Panic attacks are surprisingly common. Up to 40% of the population will experience a panic attack at some time in their life. Some people report that a panic attack feels like you’re ‘drowning and dying at the same time’.
Common symptoms include:
- trembling or shaking
- increased heart rate
- chest pain
- shortness of breath
- feeling like you’re choking
- nausea or pain in the stomach
- dizziness, feeling lightheaded or faint
- numbness or tingling
- depersonalisation (feeling detached from yourself or your surroundings)
- hot or cold flushes
- fear of dying
- fear of losing control, or that you’re going crazy
- sense of impending doom or danger
During a panic attack, you may feel overwhelmed and disabled by the symptoms above. A panic attack will usually peak within 15 minutes and can take up to half an hour to subside.
How to manage during a panic attack
By grounding ourselves in the moment, we can take our attention away from our racing thoughts (which often serve to make the panic worse) and into the present. Using the 5-4-3-2-1 technique, you will purposely take in the details of your surroundings using each of your senses. Try and notice small details that your mind would usually tune out, such as distant sounds, or the texture of an ordinary object.
5. Whare the 5 things you can see? Look for small details such as a pattern on the ceiling, the way light reflects off a surface or an object you never noticed.
4. What are 4 things you can touch? Notice the sensations of clothing on your body, the sun on your skin, or the feeling of the chair you are sitting in. Pick up an object and examine its weight, texture, and other physical qualities.
3. What are 3 things you can hear? Pay special attention to the sounds your mind has tuned out, such as a ticking clock, distant traffic or trees blowing in the wind.
2. What are 2 things you can smell? Try to notice smells in the air around you, like an air freshener or freshly mowed grass. You may also look around for something that has a scent, such as a flower or an unlit candle.
1. What is 1 thing you can taste? Carry gum, candy or small snacks for this step. Pop one in your mouth and focus your attention closely on the flavours.
- Close your eyes. Breathe in through your nose while counting slowly to four. Feel the air enter your lungs.
- Hold your breath inside while counting slowly to four. Try not to clamp your mouth or nose shut. Simply avoid inhaling or exhaling for 4 seconds.
- Being to slowly exhale for 4 seconds.
- Repeat steps 1 to 3 at least three times. Ideally, repeat the three steps for 4 minutes or until the panic attack passes.
If counting to 4 is too difficult, try counting to three instead.
The body awareness technique will bring you into the here-and-now by directing your focus to sensations in the body. Pay special attention to the physical sensations created by each step.
- Take 5 long, deep breaths through your nose, and exhale through puckered lips.
- Place both feet flat on the floor. Wiggle your toes. Curl and uncurl your toes several times. Spend a moment noticing the sensations in your feet.
- Stomp your feet on the ground several times. Pay attention to the sensations in your feet and legs as you make contact with the ground.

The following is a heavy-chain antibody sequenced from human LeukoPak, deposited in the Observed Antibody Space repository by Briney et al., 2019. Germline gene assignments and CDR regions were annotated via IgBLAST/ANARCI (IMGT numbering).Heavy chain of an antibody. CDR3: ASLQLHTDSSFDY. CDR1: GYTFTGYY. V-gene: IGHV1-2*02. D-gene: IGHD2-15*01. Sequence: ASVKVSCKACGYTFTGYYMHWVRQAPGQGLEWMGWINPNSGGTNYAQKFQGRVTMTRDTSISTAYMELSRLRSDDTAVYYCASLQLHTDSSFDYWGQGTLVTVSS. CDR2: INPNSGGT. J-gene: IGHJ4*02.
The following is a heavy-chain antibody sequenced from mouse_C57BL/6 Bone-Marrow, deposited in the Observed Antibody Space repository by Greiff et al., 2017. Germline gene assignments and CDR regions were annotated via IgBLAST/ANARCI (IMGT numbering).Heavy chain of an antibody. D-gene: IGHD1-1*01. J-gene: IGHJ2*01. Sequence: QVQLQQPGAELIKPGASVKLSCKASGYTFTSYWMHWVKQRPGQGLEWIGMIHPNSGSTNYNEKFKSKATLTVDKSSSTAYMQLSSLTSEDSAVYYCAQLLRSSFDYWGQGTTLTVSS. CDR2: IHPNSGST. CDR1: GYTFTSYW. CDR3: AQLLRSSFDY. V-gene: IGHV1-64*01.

- Clench your hands into fists, then release the tensions. Repeat this 10 times.
- Press your palms together. Press them harder and hold this pose for 15 seconds. Pay attention to the feeling of tension in your hands and arms.
- Rub your palms together briskly. Notice the sound and the feeling of warmth.
- Reach your hands over your head like you’re trying to reach the sky. Stretch like this for 5 seconds. Bring your arms down and let them relax at your sides.
- Take 5 more deep breaths and notice the feeling of calm in your body.
Whilst a panic attack can be scary and uncomfortable, it is not life-threatening. A panic attack does not mean that you have panic disorder, however, if your panic attacks become more frequent and they start to impact your ability to function day to day, contact the Health and Wellbeing Centre to access counselling support.
Health and Wellbeing Centre
Call or drop-in to the Health and Wellbeing Centre located at Peribolos East Ground Floor (PE101), Bundoora Campus, which operates Monday to Friday, 10am-4pm.
The Health & Wellbeing Mentors are available to offer drop-in sessions, provide information on accessing supports within the university including mental health, counselling, accessibility support and learning plans.
In an emergency ring 000 and then security 9479 2222.
La Trobe University Crisis Line
Use our La Trobe University Crisis Line for out-of-hours mental health and wellbeing support
- Phone: 1300 146 307
- Text: 0488 884 100
This service operates 5 pm - 9 am on weekdays and 24 hours during weekends and public holidays.
- Anxiety recovery Centre Victoria (ARCVIC): Phone: 1300 269 438, Monday-Friday (10.00 am - 8.30 pm)
- Headspace – Speak with a trained counsellor on the phone or online.
- Grounding - The 5-4-3-2-1 Method - YouTube
- Progressive Muscle Relaxation - Reduce Stress through Progressive Muscle Relaxation
- What does a panic attack feel like and how do you support someone through one? - ABC Everyday
- Self-help for Panic (arcvic.org.au)
- Panic Disorder Self-Help Resources offers free self-help resource with workbooks, information sheets and worksheets to support your panic symptoms by Centre for Clinical Interventions.
- Mental Health Online offers free self-guided programs and therapist-assisted programs for a small fee.